Briefly, you sauté slice onions in the butter and oil until pale gold and wilted. Add diced carrots, sauté for a few minutes. Repeat with, in the following order, celery, potatoes, French beans (omitted), courgettes (leeks), shredded Savoy cabbage (cavolo nero). Then add tinned tomatoes, broth and parmesan rinds (optional - I had some that I'd been saving for soup). Simmer for 2.5 hours (really!), then add tinned cannellini beans and cook for another half an hour.

                                          Delicious, hearty and healthy. Perfect for this damp and dreary Autumn weather we're having right now in London. Time-consuming though! Luckily it makes a lot.

                                          7 Replies
                                          1. re: greedygirl

                                            Glad to read this review as I made this yesterday afternoon but haven't gotten around to having any yet. I will report back once I have had a chance to enjoy it, but greedygirl has peeked my appetite for it.

                                            1. re: delys77

                                              We're obviously living in a parallel food universe atm!

                                            2. re: greedygirl

                                              Minestrone alla Romagnola (Pg. 89 in my edition of the book)

                                              This was a winner for me. I simmered the soup in my new Mauviel Copper soup pot that I recently brought back from France so the several hours that MC has you spend on this soup gave me a chance to spend some quality time my new favourite pot.

                                              Much as Marcella and greedygirl noted, the soup has such a long simmer that I was a little worried about the results being a bit muddled, but the result of the long simmer is a beautiful marriage of flavours. The both is rich with the oil and butter and resplendent with the taste of the many veggies that went into the pot. My only variation was to cut back on the fat a little. I also think the parmesan rind is essential, as it gives it that slightly umami quality one looks for in a minestrone. I would also suggest dicing quite small, as she suggests. For rustic vegetable soups I usually go with a relatively large dice, but I found I liked the texture of the soup much better with the small dice.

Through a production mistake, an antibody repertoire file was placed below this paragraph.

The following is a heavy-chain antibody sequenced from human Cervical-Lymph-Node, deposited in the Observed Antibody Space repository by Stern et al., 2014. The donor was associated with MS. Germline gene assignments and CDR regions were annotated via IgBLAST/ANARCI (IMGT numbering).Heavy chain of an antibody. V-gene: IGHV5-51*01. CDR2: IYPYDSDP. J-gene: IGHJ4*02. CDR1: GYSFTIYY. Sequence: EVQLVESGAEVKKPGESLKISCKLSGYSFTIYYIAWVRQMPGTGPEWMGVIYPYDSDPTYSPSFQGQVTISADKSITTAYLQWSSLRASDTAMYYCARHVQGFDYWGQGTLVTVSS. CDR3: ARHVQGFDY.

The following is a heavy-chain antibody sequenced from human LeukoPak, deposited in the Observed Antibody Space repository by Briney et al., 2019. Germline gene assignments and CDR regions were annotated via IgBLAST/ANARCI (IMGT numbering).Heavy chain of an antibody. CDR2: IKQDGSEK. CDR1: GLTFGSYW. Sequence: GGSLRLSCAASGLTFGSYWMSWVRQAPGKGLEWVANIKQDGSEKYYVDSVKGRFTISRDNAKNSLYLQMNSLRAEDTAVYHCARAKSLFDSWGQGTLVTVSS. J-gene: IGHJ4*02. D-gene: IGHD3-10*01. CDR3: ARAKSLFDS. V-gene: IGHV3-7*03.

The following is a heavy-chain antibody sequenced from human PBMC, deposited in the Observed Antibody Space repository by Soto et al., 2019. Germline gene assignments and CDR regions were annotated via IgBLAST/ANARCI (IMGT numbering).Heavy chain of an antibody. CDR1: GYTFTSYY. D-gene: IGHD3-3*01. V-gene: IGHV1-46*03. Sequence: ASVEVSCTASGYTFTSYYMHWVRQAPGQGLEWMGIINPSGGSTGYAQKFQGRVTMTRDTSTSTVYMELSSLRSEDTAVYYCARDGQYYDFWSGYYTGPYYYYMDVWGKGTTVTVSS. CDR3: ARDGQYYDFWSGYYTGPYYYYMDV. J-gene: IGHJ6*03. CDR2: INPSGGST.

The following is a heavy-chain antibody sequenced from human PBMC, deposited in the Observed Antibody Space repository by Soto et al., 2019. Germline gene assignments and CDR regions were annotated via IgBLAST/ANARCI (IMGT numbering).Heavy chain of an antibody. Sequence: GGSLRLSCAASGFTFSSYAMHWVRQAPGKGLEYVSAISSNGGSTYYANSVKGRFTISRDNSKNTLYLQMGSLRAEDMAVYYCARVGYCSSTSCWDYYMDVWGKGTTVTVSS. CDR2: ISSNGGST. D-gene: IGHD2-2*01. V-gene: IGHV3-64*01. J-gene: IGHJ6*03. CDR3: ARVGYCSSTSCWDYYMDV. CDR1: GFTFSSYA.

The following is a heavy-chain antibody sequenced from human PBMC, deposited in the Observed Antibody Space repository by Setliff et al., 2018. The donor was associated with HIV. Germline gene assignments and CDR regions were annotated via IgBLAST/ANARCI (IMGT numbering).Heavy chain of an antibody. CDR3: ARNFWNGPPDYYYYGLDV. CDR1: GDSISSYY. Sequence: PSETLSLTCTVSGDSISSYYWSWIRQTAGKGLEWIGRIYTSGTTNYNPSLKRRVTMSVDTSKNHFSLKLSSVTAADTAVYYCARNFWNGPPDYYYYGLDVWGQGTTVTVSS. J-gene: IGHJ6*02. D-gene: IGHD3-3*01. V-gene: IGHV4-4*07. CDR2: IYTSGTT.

The soup is keeping very well also, as I made it on Sunday and it was still delicious today.

                                              This is a definite winner which I will happily make again!

                                              1. re: greedygirl

                                                Vegetable Soup, Romagna Style/Minestrone alla romagnola

                                                My goodness, what a delectable treat this turned out to be. I made the soup last night, cutting the fats in half, but otherwise following the recipe, using the basic meat broth from the same book. When I first tasted it, I kind-of shrugged and thought that it was good, but nothing memorable. Fast-forward to lunch today--when all the flavours had intensified--and it really fit the description that Marcella and the other reviewers were raving about. I do feel, like delys77, that the parmesan rind is not an optional ingredient and really pulls the soup together.

                                                1. re: Allegra_K

                                                  I third the addition of parmesan rind. It adds so much to the soup. That and a day of rest does wonders for soups and chilis. In fact, I typically make my soups a day ahead of eating them. It's like a completely different different meal.

                                                  P.S. Glad to see you back in the kitchen.

                                                  1. re: BigSal

                                                    Thank you, BigSal! It's nice to be cooking along again--I've been missing this wonderful group.